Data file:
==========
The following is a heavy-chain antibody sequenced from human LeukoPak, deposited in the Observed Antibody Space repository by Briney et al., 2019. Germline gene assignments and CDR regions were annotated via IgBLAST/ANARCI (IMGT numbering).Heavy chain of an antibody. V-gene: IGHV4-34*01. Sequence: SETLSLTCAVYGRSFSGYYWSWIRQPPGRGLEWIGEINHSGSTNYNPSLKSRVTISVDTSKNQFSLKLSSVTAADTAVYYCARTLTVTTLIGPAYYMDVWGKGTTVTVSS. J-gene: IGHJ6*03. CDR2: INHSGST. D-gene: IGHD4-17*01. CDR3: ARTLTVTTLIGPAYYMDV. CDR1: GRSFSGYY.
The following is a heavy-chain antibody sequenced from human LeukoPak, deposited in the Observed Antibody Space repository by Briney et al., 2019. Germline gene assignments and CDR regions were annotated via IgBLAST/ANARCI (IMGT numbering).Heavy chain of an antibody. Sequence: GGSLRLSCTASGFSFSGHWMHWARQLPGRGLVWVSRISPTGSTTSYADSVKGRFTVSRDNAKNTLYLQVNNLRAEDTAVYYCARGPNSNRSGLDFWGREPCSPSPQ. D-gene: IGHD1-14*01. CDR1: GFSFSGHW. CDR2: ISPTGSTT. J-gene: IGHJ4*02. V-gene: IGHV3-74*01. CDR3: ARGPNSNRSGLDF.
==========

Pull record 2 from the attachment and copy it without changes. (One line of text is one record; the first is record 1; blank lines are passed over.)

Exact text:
The following is a heavy-chain antibody sequenced from human LeukoPak, deposited in the Observed Antibody Space repository by Briney et al., 2019. Germline gene assignments and CDR regions were annotated via IgBLAST/ANARCI (IMGT numbering).Heavy chain of an antibody. Sequence: GGSLRLSCTASGFSFSGHWMHWARQLPGRGLVWVSRISPTGSTTSYADSVKGRFTVSRDNAKNTLYLQVNNLRAEDTAVYYCARGPNSNRSGLDFWGREPCSPSPQ. D-gene: IGHD1-14*01. CDR1: GFSFSGHW. CDR2: ISPTGSTT. J-gene: IGHJ4*02. V-gene: IGHV3-74*01. CDR3: ARGPNSNRSGLDF.